Daily Independent (Ashland, KY)

Local News

June 11, 2013

Ashland to receive caboose

ASHLAND — A piece of railroad history will pull into Ashland’s Transportation Center in the coming weeks.

A 1969 caboose, NW 555441, will  be placed next to the historical C&O Depot. The caboose is in Wheelersburg, but is no longer in use or wanted by authorities there, according to Don Maxwell, a local railroad historian and enthusiast. A friend of Maxwell’s, Chad Fannin, whose grandfather, Edward Fannin, secured the caboose upon his retirement from Norfolk and Western in the mid-1980s, reached out to Maxwell about the caboose, he said.

 “I immediately thought that would be great if Ashland wanted it, and it was part of the historic building there,” said Maxwell, who is a former city commissioner. The caboose, was first commissioned at No. 411 by Southern Railway, which later merged with Norfolk and Western and the caboose was renumbered, Maxwell said.

City officials immediately responded. Finance Director Tony Grubb and City Manager Steve Corbitt went to look at the caboose and Mayor Chuck Charles set to working on how to get it moved to Ashland.

Corbitt said the 45-foot steel caboose was a natural fit at the historic depot that now serves as a modern Transportation Center for rail and bus traffic. “We are a railroad town,” Corbitt said. Logistics are still getting worked out, but the plan is to place the caboose at the western end of the depot perpendicular to the floodwall and railroad tracks, Corbitt said.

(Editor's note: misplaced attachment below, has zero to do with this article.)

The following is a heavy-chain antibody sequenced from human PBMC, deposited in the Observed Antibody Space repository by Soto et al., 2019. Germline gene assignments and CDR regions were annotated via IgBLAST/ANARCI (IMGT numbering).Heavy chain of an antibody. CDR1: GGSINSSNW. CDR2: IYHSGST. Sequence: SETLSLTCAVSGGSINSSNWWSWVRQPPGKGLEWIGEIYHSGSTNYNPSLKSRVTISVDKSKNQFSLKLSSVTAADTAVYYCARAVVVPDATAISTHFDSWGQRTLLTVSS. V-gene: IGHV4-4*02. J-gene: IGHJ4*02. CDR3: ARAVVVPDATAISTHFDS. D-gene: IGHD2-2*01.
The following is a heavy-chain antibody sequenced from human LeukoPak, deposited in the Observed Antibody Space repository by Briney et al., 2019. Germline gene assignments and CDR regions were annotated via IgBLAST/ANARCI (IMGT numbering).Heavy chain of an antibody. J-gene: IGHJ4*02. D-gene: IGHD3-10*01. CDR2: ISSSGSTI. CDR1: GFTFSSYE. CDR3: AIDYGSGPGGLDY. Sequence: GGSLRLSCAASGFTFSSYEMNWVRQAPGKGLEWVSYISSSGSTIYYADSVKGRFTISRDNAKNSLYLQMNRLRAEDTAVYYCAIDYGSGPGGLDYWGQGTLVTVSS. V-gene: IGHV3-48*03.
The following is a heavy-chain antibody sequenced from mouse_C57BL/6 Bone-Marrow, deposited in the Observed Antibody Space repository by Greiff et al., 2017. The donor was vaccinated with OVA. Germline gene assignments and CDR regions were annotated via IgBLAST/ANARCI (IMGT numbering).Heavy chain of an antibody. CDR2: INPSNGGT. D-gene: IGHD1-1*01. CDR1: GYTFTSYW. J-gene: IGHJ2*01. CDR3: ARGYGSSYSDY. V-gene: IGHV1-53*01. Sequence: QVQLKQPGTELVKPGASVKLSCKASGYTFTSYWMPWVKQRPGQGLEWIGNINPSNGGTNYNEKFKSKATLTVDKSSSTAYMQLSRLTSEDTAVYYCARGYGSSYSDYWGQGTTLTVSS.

The caboose is being donated and city officials say the only costs associated with it will be the cost to move, restore it and any addition needed to the existing deck to make it accessible. City staffers will do the restoration and decking work. The caboose will most likely be used as a small meeting space after it is restored, said Corbitt.

 “We have a talented array of workers on our staff that we can pull something like that off. We have that kind of range. I think it is going to be a real nice end piece to the building,” Michele Rickman, acting administrator of the Ashland Bus System, said.

“It is another great asset to have,” she said. “It’s a great opportunity. It adds some charm to the area and is another way to pay tribute to the past there and add a little signature item.”

Rickman said the Transportation Center and nearby Ashland Riverfront Park get a lot of photography traffic for weddings, senior class photos and prom. “All the time people are coming down to take pictures,” she said.

Maxwell said he is delighted the city is taking action, not only because of his personal connection to the Fannin family. “It means it is still being preserved and not cut up for scrap, which is what has happened to the majority of cabooses. That is why the value of them has increased the way it has. There are not many of them left,” said Maxwell.

While Maxwell was serving on the commission, city officials began renovations of the historic depot and the Ashland Riverfront Park.

 

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